Rudolf Steiner saw Lucifer, Ahriman, and the Christ in Aristotelian terms: Lucifer is one extreme; Ahriman, the other; and the Christ represents the perfectly balanced "golden mean" between the two. This corresponds to the virtue theory propounded in the Nicomachean Ethics -- where, for example, Courage is seen as a golden mean between the extremes of Cowardice and Rashness.
It is wrong to conceptualize the Christ this way -- as if the goodness of God consisted in being just Ahrimanic enough without being too Ahrimanic -- as if Lucifer were 0, Ahriman were 1, and the Christ were 0.618... (realized to infinite decimal places in the Christ himself, but only approximated by mere mortals!). "Moderation in all things" is a Greek maxim, not a Christian one. The Christian version is this: "I would thou wert cold or hot. So then because thou art lukewarm, and neither cold nor hot, I will spue thee out of my mouth" (Rev. 3:15-16).
As I pointed out in my post "Vice and vice versa," Aristotle's one-dimensional theory of virtue is also an inadequate conceptualization of evil. It is quite possible to be simultaneously cowardly and rash -- it has in fact been the norm since 2020 -- but there is no Aristotelian way to model that. I recommended as an improvement the Ganymede virtue set (GVS) as pioneered by "G" of the Junior Ganymede blog.
A two-dimensional GVS consists of two virtues and two vices (whereas a one-dimensional Aristotelian virtue set, or AVS, has only one virtue per two vices). Cowardice and Rashness are not opposites; Cowardice is the opposite of Courage, and Rashness is the opposite of Prudence. Cowardice and Rashness are complementary (not opposite) vices, and Courage and Prudence are complementary virtues. It is (as we see every day now) possible to be both extremely cowardly and extremely rash. And it is possible to be (like the Christ?) both perfectly courageous and perfectly prudent. To quote G himself, referring to a slightly different virtue set, "Confident Humility sounds like a contradiction. So does Arrogant Timidity. But they are common enough that they are almost archetypes."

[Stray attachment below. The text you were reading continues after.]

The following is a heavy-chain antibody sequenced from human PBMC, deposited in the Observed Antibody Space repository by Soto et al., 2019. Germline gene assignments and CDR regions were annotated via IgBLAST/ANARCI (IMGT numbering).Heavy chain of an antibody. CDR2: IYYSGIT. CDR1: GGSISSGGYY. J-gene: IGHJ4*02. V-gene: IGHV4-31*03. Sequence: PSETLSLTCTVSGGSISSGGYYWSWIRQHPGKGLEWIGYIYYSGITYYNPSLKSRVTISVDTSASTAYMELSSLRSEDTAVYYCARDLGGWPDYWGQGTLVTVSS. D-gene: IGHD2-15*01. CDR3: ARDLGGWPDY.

In the GVS diagram above, it is clear that one of the vices (Rashness) is Luciferic, and the other (Cowardice) is Ahrimanic. Is that a general rule? Here are some more GVS diagrams from G (taken from "Charting Virtue" and the other posts linked therein, to which the reader is referred for more details on these particular virtue sets).
- Luciferic vices: Rashness, immodesty, pride, "authenticity," "being true to yourself," the god within, gossip, "What? It's the truth!", confessionalism, rebellion, avant-gardism, high time preference
- Anti-Luciferic virtues: Prudence, modesty, humility, the "nameless virtue" of which hypocrisy is a distortion, discretion, obedience
- Ahrimanic vices: Cowardice, uglification, despair, contemptibleness, hypocrisy, conspiracy, blackmail, legalism, Pharisaism, fear, timidity
- Anti-Ahrimanic virtues: Courage, comeliness, glory, sincerity, plainspokenness, speaking out, breaking the letter to keep the spirit, trusting God to provide